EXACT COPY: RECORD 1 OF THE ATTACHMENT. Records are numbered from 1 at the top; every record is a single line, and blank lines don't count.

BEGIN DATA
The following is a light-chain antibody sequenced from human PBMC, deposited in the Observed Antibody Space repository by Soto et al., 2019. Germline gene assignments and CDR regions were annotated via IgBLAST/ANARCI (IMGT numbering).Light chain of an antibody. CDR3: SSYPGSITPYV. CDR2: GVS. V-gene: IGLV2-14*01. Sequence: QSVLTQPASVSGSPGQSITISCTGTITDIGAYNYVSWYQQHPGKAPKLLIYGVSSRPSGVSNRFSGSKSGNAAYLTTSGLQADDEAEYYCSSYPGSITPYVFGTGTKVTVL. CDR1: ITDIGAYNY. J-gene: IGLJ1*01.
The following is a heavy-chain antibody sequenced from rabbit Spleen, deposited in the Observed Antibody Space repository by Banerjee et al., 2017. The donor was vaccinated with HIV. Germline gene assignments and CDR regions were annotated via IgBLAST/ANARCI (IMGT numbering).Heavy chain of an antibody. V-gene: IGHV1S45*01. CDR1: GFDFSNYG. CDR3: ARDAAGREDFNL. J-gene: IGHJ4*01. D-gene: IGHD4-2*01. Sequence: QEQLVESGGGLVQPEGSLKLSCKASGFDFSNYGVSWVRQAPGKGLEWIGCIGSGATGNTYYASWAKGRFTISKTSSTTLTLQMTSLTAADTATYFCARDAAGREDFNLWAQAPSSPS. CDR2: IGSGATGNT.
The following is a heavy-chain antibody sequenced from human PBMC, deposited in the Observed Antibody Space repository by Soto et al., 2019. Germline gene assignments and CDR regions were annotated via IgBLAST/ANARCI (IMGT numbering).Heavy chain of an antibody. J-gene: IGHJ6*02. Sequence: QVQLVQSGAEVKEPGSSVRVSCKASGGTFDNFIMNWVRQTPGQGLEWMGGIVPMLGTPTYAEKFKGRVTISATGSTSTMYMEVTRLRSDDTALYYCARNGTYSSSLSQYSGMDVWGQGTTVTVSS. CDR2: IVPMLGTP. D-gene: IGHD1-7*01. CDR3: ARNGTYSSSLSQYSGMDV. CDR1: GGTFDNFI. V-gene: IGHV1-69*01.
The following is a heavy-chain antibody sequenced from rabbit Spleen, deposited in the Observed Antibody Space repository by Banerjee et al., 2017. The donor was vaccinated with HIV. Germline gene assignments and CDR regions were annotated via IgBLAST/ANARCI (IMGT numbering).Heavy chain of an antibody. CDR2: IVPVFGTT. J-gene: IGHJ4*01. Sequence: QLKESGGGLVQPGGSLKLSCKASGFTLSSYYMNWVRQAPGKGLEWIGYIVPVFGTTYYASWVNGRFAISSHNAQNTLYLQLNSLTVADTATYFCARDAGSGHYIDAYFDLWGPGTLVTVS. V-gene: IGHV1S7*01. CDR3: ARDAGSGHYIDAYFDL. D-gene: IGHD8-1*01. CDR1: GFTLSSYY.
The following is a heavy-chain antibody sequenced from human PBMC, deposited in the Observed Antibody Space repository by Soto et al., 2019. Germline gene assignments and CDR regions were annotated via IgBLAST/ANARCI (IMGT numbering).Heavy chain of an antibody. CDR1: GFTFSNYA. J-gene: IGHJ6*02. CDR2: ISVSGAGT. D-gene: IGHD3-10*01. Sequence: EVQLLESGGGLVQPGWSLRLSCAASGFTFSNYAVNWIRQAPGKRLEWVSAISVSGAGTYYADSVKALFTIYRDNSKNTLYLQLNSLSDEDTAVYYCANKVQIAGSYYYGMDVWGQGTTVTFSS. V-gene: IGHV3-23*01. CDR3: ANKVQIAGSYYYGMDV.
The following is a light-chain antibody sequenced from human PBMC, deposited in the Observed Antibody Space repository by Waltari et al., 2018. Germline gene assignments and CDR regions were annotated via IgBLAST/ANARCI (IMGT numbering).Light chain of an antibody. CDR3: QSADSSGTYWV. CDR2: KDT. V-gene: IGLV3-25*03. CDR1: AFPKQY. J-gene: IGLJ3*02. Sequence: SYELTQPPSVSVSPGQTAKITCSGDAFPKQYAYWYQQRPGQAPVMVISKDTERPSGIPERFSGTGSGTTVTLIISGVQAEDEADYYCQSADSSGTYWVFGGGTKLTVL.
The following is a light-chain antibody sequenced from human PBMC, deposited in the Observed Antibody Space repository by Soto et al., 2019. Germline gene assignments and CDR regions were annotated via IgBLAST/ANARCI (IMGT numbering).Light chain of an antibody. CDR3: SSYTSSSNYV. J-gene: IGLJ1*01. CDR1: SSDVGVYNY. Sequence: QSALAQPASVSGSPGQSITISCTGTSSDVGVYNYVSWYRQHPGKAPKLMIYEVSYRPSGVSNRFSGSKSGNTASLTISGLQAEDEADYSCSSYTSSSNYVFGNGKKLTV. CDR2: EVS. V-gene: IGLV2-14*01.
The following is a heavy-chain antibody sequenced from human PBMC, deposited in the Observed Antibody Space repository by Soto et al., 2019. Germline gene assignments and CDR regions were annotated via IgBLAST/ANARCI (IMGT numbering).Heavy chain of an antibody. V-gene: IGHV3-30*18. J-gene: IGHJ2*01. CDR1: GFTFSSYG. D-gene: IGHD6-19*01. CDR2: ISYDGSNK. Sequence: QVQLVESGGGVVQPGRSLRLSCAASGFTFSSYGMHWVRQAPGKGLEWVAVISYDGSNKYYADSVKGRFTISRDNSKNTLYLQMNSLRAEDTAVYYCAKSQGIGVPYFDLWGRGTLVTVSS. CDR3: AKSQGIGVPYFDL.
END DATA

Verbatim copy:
The following is a light-chain antibody sequenced from human PBMC, deposited in the Observed Antibody Space repository by Soto et al., 2019. Germline gene assignments and CDR regions were annotated via IgBLAST/ANARCI (IMGT numbering).Light chain of an antibody. CDR3: SSYPGSITPYV. CDR2: GVS. V-gene: IGLV2-14*01. Sequence: QSVLTQPASVSGSPGQSITISCTGTITDIGAYNYVSWYQQHPGKAPKLLIYGVSSRPSGVSNRFSGSKSGNAAYLTTSGLQADDEAEYYCSSYPGSITPYVFGTGTKVTVL. CDR1: ITDIGAYNY. J-gene: IGLJ1*01.